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    Thursday, June 20, 2024

    Managing Skills Relevancy Amidst the STEM Talent Crunch

    The labour market continues to evolve as technology solutions such as AI advance at pace. Building and maintaining talent that can remain relevant during this evolution is crucial especially when we consider local youth unemployment rates, and the global STEM talent crunch, this youth development month.

    In 2018, Korn Ferry predicted a global technology labour skills shortage of 4.3 million workers, and unrealised output of $449.70 billion, by 2030. With technology underpinning all other sectors of the global economy, this talent shortage could stall advancement not only in the tech space but across industries.

    Today, the World Economic Forum’s (WEF) Future of Jobs Report 2023 says: “The largest job creation and destruction effects come from environmental, technology and economic trends… Technological advancement through increased adoption of new and frontier technologies and increased digital access are expected to drive job growth.”

    “We found that the tech crunch was already having an impact on key business areas like innovation, business agility and workforce productivity,” says André Zitzke, Manager: Global Academic Programmes for Africa at SAS.

    “It’s clear that urgent action is needed to tackle this technical skills crisis that is already stifling productivity and innovation across the globe, from the US to South Africa,” says Zitzke. “This is why SAS remains focused on developing and grooming talent to enter the technology space through foundational education. It starts at the school level from a young age with the focus on data literacy and leveraging free cloud applications like SAS DataFly and the downloadable toolkit.”

    Zitzke says that several local industry events like Coding4Mandela and Teachers4DataAnalytics that are vital to expose young people to the career opportunities available for those with STEM skills. The private sector must also engage with universities to ensure that their programmes are capable of developing industry-ready talent.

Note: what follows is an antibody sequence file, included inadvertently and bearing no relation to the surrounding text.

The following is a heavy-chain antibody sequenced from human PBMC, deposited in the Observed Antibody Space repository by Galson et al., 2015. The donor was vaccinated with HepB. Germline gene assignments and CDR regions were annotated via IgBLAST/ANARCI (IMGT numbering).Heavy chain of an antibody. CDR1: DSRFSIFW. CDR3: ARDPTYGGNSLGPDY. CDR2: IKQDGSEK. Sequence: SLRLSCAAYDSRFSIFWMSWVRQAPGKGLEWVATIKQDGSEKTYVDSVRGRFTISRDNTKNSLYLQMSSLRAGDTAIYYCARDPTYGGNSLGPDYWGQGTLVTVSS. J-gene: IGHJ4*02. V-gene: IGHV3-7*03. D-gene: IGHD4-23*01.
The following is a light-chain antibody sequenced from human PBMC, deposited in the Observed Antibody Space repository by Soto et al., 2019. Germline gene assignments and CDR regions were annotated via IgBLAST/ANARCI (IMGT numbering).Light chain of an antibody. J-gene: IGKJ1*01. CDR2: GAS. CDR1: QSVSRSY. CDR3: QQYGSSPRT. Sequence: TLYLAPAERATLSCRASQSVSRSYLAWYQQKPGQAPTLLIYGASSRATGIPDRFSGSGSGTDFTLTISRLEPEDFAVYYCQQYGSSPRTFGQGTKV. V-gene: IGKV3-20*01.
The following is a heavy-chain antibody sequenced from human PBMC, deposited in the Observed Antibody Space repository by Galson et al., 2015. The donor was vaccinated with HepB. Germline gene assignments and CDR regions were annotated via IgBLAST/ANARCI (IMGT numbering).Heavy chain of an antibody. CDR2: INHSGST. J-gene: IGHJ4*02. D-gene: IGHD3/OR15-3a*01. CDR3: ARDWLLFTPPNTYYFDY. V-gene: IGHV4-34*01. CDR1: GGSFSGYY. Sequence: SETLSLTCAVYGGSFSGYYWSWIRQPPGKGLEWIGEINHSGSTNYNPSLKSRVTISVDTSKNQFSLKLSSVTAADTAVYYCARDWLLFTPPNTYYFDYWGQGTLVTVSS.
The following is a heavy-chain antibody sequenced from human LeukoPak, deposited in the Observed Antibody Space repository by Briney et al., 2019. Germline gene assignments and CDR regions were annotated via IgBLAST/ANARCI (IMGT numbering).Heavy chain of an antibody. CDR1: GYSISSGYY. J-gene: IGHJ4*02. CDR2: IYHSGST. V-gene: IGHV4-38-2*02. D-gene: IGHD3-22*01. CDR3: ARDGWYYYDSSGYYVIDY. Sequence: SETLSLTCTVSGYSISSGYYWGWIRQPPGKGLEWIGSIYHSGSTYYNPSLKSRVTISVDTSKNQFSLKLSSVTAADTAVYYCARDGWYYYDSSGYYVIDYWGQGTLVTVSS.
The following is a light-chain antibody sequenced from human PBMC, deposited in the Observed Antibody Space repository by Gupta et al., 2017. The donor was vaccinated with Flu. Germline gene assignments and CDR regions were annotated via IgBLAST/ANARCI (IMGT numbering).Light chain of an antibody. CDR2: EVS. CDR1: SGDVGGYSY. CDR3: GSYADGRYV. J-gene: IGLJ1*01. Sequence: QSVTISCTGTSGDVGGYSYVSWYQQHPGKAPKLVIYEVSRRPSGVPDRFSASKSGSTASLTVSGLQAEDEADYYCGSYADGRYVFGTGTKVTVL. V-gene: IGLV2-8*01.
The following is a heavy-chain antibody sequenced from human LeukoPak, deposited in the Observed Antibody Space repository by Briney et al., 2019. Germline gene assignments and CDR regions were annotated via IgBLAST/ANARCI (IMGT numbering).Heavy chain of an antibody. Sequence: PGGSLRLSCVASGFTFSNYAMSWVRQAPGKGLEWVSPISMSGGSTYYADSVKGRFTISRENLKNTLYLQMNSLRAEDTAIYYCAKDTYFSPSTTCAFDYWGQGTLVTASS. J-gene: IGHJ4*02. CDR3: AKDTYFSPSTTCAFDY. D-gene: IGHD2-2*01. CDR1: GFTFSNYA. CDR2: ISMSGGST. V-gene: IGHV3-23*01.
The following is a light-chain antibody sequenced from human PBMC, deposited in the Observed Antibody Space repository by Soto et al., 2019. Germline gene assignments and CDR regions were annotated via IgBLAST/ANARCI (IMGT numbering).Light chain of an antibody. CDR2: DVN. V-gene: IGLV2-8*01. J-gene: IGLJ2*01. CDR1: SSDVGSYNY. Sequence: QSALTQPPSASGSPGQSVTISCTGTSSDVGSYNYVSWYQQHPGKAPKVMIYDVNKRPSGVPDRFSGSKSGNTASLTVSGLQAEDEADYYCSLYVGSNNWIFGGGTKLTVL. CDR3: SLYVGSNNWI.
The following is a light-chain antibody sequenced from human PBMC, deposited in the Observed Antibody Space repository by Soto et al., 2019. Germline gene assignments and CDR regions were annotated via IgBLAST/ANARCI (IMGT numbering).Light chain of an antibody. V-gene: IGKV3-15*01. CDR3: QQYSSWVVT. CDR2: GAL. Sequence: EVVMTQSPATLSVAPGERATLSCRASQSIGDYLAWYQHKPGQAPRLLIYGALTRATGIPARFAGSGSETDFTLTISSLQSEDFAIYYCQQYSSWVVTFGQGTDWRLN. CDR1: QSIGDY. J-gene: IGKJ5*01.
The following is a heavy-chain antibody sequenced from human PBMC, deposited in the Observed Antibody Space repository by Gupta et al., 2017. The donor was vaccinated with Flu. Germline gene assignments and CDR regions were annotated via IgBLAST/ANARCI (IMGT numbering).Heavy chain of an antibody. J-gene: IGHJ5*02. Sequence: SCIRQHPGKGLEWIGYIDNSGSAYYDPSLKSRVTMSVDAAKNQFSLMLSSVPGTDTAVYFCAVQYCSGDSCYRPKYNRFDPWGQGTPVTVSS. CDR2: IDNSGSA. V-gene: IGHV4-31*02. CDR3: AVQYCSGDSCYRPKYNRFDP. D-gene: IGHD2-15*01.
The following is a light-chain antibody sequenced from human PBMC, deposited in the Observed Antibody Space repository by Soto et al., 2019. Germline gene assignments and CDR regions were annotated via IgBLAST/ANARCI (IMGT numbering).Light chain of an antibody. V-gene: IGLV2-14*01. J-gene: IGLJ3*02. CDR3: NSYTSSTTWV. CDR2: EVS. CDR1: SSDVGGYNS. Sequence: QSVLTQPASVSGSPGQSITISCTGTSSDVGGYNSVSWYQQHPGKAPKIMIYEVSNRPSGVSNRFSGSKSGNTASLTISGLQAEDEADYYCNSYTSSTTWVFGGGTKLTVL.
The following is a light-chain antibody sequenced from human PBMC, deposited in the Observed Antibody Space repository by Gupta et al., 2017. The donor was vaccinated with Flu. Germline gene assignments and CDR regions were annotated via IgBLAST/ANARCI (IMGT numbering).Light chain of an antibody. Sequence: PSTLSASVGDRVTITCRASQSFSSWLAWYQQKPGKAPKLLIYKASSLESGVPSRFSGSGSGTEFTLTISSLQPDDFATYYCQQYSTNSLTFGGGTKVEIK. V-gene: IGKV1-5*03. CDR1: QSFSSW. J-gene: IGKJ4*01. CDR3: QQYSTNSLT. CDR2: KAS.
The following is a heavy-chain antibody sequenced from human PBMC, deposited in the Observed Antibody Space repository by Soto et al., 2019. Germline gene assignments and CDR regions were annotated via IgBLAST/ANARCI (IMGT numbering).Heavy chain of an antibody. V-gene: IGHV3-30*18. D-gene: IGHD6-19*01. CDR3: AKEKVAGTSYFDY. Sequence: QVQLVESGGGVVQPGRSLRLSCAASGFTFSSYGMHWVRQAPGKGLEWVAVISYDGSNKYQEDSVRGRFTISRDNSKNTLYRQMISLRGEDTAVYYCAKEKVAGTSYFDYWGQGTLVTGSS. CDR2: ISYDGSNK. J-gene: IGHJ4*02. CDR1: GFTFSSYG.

“The SAS Specialisation programs for universities is another example of how tertiary institutions can get access to the means to develop technical skills in students. When combined with the practical exposure that hackathons like The Curiosity Cup and SAS Hackathon provide, and SAS-based industry certification available at a much-discounted rate to students, there are opportunities to provide students with an advantage when it comes to applying for their first job.”

    However, a traditional reliance on university degrees may not be enough. “Our How to Solve the Data Science Skills Shortage report indicated that large companies would consider dropping their degree requirements,” says Adesh Nathalal, Education Manager at SAS in South Africa. “While they largely want to work with academic institutions to recruit tech talent directly, they also understand that relying on graduates alone will not fill vacancies fast enough.”

    This is why SAS outlines three recommendations to address the technology skills gap:

    • Consolidate diverse AI and analytics tools around modern, open, multi-language tools which will increase data science productivity and empower end users to do basic analytics tasks, thereby democratising analytics and allowing more people to join the field.
    • Increase upskilling and cross-skilling of the existing workforce, including people from non-technical backgrounds. Encourage a diverse range of certifications, including training courses from software tools vendors.
    • Create a learning environment and culture where employees are empowered and encouraged to grow their skills.
    “SAS continues to play an instrumental role in nurturing the next generation of data scientists and analytics professionals through a variety of programmes, partnerships, and mentorship initiatives,” Nathalal says: “In addition to our corporate training and certification offering that helps to keep current employees’ skills relevant, we offer work-based training programmes for graduates within SAS, our partners and clients to ensure graduates keep up with the industry’s evolution and obtain certifications that support continual learning and career growth.”

    “With the high demand for technical talent only expected to keep rising, SAS remains steadfast in its commitment to investing in the development of STEM skills and fostering a diverse and inclusive community in the country. Our extensive engagement with our clients as employers, educational institutions, students, and educators bears testament to this commitment,” says Zitzke.
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